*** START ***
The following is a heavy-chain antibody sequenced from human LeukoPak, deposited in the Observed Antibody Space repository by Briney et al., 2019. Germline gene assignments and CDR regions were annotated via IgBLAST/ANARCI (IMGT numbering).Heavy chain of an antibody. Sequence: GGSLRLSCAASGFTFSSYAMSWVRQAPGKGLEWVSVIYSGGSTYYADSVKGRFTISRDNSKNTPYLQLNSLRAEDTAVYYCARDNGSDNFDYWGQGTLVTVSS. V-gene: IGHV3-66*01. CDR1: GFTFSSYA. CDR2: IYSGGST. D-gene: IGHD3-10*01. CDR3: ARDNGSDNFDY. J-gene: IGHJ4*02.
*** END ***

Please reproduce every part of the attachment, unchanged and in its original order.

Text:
The following is a heavy-chain antibody sequenced from human LeukoPak, deposited in the Observed Antibody Space repository by Briney et al., 2019. Germline gene assignments and CDR regions were annotated via IgBLAST/ANARCI (IMGT numbering).Heavy chain of an antibody. Sequence: GGSLRLSCAASGFTFSSYAMSWVRQAPGKGLEWVSVIYSGGSTYYADSVKGRFTISRDNSKNTPYLQLNSLRAEDTAVYYCARDNGSDNFDYWGQGTLVTVSS. V-gene: IGHV3-66*01. CDR1: GFTFSSYA. CDR2: IYSGGST. D-gene: IGHD3-10*01. CDR3: ARDNGSDNFDY. J-gene: IGHJ4*02.